BASKETBALL BEGAN AT KENTUCKY IN 1903 WHEN W.W.H. MUSTAINE GATHERED SOME students, collected $3 to pay for a ball and told the group to start playing. Not much is known about the first men who coached the Cats, and until Adolph Rupp arrived in '30, only four had lasted more than one season in Lexington. From that humble beginning has emerged one of the most successful basketball programs. Four of UK's coaches ( Rupp, Joe B. Hall, Rick Pitino and Tubby Smith) have won NCAA titles, a claim no other school can make. Those four also account for 85% of Kentucky's record 1,948 wins. Though Rupp is the clear leader in every statistical category, the three other championship coaches deserve special mention.
JOE B. HALL
UK CAREER: 1973-85
UK RECORD: 297-100
A NATIVE of Cynthiana, Ky., who played one season for Rupp in 1949, Hall thought he knew what to expect when he succeeded the Baron in 1972. He didn't. The pressure, real and imagined, was almost too much for Hall to bear. Upsetting top-ranked Indiana in the '75 NCAA Mideast Regional and advancing to the title game before losing to John Wooden's last UCLA squad helped keep critics at bay, but only after winning the '78 national championship did Hall finally rest easy in the seat made famous by Rupp. He took one more team to the Final Four, losing in the '84 semis, before retiring under pressure after the '84-85 season.
UK CAREER: 1990-97
UK RECORD: 219-50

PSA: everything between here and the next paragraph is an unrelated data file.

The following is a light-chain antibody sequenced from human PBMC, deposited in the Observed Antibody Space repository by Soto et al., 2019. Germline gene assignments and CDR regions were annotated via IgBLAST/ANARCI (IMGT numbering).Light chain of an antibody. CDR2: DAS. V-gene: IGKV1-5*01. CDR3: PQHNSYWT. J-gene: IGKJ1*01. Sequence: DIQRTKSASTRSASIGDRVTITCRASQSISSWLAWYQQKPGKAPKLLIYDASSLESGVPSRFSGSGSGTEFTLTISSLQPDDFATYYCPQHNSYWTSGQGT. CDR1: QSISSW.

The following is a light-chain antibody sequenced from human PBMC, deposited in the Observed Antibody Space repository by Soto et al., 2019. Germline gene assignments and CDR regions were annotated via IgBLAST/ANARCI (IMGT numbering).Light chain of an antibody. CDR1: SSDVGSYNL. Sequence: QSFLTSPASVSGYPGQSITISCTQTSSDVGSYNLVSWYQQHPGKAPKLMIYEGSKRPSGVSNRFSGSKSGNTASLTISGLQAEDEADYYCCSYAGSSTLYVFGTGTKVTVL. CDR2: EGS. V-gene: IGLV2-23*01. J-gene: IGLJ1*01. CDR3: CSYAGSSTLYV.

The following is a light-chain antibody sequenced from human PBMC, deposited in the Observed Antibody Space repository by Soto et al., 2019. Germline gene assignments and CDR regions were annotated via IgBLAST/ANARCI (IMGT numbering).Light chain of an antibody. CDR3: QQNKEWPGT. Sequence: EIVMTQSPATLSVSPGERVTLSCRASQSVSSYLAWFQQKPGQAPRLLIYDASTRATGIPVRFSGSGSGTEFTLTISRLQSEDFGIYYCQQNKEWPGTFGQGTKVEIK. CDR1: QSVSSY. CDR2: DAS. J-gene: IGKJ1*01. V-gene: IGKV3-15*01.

THOSE WHO questioned whether Pitino would be a good fit at Kentucky didn't understand how much his style of play and self-confidence mirrored Rupp's. After leaving the New York Knicks in 1989 to rescue a program left in shambles by scandal and shackled by NCAA sanctions, the natty New Yorker needed only four seasons to get UK back into the Final Four. He coached the Wildcats to their sixth NCAA title in '96, returned to the championship game in '97 (losing to Arizona in OT) and recruited eight of the players who won the '98 title. Pitino coached three All-Americas, and eight of his Wildcats were drafted by the NBA.
UK CAREER: 1998-2007
UK RECORD: 263-83
THE FIRST African-American coach in the program's history, Smith made the mistake of winning the NCAA title in his first season. Inevitably it was all downhill from there. Although he developed teams that won their share of games against nonconference rivals Louisville and Indiana, consistently dominated the SEC (winning five regular-season titles) and reached the Sweet 16 of the NCAA tournament six times, Smith never again took a team to the Final Four. He averaged nearly 27 wins at Kentucky, but the pressure of having to win it all became too much, and he left Lexington for Minnesota.